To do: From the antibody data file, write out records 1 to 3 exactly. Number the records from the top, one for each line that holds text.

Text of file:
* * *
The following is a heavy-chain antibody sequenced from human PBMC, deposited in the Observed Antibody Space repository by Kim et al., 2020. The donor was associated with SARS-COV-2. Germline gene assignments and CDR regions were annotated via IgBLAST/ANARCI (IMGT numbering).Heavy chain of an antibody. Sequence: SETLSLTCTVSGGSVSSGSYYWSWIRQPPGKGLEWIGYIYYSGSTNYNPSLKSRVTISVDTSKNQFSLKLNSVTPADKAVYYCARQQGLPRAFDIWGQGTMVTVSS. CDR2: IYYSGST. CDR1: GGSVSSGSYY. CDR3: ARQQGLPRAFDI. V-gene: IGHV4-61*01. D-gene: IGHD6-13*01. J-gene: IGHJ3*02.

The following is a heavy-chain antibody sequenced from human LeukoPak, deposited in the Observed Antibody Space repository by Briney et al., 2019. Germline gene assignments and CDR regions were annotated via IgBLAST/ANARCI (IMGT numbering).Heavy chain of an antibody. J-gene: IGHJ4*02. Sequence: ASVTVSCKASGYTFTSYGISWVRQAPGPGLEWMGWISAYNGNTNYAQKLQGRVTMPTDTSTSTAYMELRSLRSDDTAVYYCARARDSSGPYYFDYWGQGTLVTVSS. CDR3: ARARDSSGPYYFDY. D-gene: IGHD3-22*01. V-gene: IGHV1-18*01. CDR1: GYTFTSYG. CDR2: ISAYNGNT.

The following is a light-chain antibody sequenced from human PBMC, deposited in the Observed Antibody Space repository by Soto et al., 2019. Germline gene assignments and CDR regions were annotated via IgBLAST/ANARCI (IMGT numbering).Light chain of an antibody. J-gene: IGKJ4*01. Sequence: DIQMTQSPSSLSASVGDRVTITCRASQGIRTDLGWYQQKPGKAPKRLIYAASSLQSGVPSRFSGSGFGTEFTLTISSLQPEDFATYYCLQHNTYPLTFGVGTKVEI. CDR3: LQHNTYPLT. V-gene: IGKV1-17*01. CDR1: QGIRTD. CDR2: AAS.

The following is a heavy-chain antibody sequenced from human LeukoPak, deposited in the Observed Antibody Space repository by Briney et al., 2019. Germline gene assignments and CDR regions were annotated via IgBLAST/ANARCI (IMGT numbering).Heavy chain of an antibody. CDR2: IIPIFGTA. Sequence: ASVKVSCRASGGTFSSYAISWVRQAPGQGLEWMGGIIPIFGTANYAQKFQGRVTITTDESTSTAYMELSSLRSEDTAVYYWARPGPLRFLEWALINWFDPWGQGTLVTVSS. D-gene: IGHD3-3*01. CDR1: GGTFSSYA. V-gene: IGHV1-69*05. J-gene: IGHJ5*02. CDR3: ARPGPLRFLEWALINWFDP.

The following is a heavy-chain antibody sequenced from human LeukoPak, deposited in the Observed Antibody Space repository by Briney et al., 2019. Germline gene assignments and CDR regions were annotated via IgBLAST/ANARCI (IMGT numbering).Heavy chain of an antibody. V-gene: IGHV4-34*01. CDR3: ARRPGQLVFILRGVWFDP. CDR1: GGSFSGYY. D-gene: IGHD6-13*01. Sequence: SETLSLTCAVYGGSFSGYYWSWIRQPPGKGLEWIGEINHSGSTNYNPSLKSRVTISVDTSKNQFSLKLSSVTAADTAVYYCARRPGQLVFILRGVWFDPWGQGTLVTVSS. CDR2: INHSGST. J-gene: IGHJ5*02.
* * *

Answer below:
The following is a heavy-chain antibody sequenced from human PBMC, deposited in the Observed Antibody Space repository by Kim et al., 2020. The donor was associated with SARS-COV-2. Germline gene assignments and CDR regions were annotated via IgBLAST/ANARCI (IMGT numbering).Heavy chain of an antibody. Sequence: SETLSLTCTVSGGSVSSGSYYWSWIRQPPGKGLEWIGYIYYSGSTNYNPSLKSRVTISVDTSKNQFSLKLNSVTPADKAVYYCARQQGLPRAFDIWGQGTMVTVSS. CDR2: IYYSGST. CDR1: GGSVSSGSYY. CDR3: ARQQGLPRAFDI. V-gene: IGHV4-61*01. D-gene: IGHD6-13*01. J-gene: IGHJ3*02.

The following is a heavy-chain antibody sequenced from human LeukoPak, deposited in the Observed Antibody Space repository by Briney et al., 2019. Germline gene assignments and CDR regions were annotated via IgBLAST/ANARCI (IMGT numbering).Heavy chain of an antibody. J-gene: IGHJ4*02. Sequence: ASVTVSCKASGYTFTSYGISWVRQAPGPGLEWMGWISAYNGNTNYAQKLQGRVTMPTDTSTSTAYMELRSLRSDDTAVYYCARARDSSGPYYFDYWGQGTLVTVSS. CDR3: ARARDSSGPYYFDY. D-gene: IGHD3-22*01. V-gene: IGHV1-18*01. CDR1: GYTFTSYG. CDR2: ISAYNGNT.

The following is a light-chain antibody sequenced from human PBMC, deposited in the Observed Antibody Space repository by Soto et al., 2019. Germline gene assignments and CDR regions were annotated via IgBLAST/ANARCI (IMGT numbering).Light chain of an antibody. J-gene: IGKJ4*01. Sequence: DIQMTQSPSSLSASVGDRVTITCRASQGIRTDLGWYQQKPGKAPKRLIYAASSLQSGVPSRFSGSGFGTEFTLTISSLQPEDFATYYCLQHNTYPLTFGVGTKVEI. CDR3: LQHNTYPLT. V-gene: IGKV1-17*01. CDR1: QGIRTD. CDR2: AAS.